If there are many of these particles, the tiniest of them can travel from the lungs into the bloodstream where they produce insoluble compounds known as free oxygen radicals, which destroy blood cells and can cause cancer.
“They produce a kind of inflammation of the lungs that spreads into the bloodstream. This condition mainly affects the group of white blood cells that get stuck in the blood vessel walls when there’s something wrong with the body. These cells protect the body by killing bacteria before they cause trouble,” says the researcher.
White blood cells turn into foam cells
White blood cells get stuck when we inhale too many of the harmful types of particles, and maybe also when we consume nanoparticles through our food.
Animal studies, laboratory tests and blood tests have given the researchers an indication of what happens next:
Inside the blood vessel, the white blood cells start to eat cholesterol particles because that’s what they normally do to protect the body against bacteria. But if they eat too many and if the person’s cholesterol levels are too high, the cells become filled with fat. Steffen Loft refers to these cells as ‘foam cells’. Foam cells increase the risk of developing atherosclerosis, cardiovascular diseases and thrombosis.
When the fat in the foam cells is deposited in the heart vessels, it becomes difficult for the arteries to expand when the heart needs blood. This leaves the heart short of blood and can cause cardiospasms when blood is pumped out to the muscles.
E-numbers only tested on animals
Although the researchers know a lot about what happens when we inhale nanoparticles, there is still a lot of uncertainty. For instance, they cannot say for sure whether the human heart can be damaged by the relatively low amount of nanoparticles found in foods such as liquorice, white candy and some dressings.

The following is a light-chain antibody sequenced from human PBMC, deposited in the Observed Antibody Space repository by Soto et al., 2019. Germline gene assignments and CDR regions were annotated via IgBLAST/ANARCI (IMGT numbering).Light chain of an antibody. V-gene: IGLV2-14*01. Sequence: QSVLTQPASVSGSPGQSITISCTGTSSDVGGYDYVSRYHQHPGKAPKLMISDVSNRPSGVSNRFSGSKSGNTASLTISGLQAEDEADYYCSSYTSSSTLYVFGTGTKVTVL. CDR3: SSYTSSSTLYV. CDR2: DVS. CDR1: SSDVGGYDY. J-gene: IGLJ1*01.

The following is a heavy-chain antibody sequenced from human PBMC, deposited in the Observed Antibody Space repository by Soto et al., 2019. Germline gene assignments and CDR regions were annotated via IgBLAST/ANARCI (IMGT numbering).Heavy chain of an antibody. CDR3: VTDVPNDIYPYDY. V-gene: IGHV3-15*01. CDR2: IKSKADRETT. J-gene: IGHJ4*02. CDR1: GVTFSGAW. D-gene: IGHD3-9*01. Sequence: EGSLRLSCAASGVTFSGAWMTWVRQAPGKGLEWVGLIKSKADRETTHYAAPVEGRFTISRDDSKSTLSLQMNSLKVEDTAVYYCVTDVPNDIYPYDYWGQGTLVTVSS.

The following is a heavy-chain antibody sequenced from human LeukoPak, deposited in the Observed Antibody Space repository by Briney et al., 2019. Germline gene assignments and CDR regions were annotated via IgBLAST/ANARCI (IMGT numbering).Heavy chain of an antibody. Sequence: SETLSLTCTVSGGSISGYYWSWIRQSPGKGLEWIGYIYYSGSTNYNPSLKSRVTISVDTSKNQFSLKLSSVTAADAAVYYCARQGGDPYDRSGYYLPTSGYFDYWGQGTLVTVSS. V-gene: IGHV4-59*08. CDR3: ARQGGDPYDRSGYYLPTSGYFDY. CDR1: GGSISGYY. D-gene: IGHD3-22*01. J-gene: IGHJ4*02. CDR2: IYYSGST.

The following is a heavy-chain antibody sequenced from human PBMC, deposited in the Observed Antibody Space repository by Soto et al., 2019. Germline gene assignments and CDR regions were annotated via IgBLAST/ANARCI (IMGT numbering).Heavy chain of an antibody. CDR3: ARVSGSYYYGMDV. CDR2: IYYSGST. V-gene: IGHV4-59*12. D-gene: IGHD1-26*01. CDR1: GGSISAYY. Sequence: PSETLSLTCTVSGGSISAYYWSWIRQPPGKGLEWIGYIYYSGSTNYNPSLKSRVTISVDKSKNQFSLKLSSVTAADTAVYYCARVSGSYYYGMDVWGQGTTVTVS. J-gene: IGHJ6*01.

”There are some aspects that we have yet to look at when it comes to nanoparticles in certain E-numbers in foods. We’re currently only testing E-numbers on animals, not on humans, so we cannot see everything in our tests – least of all when it comes to nanoparticles,” says Loft.
The problem is that the conventional methods used for determining whether E-numbers are harmful can only capture chemical substances that are dissolved in the body and then spread throughout the body. However, due to the chemical structure of nanoparticles, they cannot be dissolved. They continue to be particles, which is why the existing test methods are inadequate at showing how the particles affect the body.
Animals don’t get cardiovascular disease
”Another problem is that animal tests are not ideal when testing for cardiovascular disease, because animals don’t get atherosclerosis unless they’re force-fed with specific types of fat or their genes are manipulated in a way that makes their fat similar to human fat,” says Loft.
To overcome this hurdle, the research team has started examining what happens to the human blood circulation when we ingest nanoparticles through food and sweets.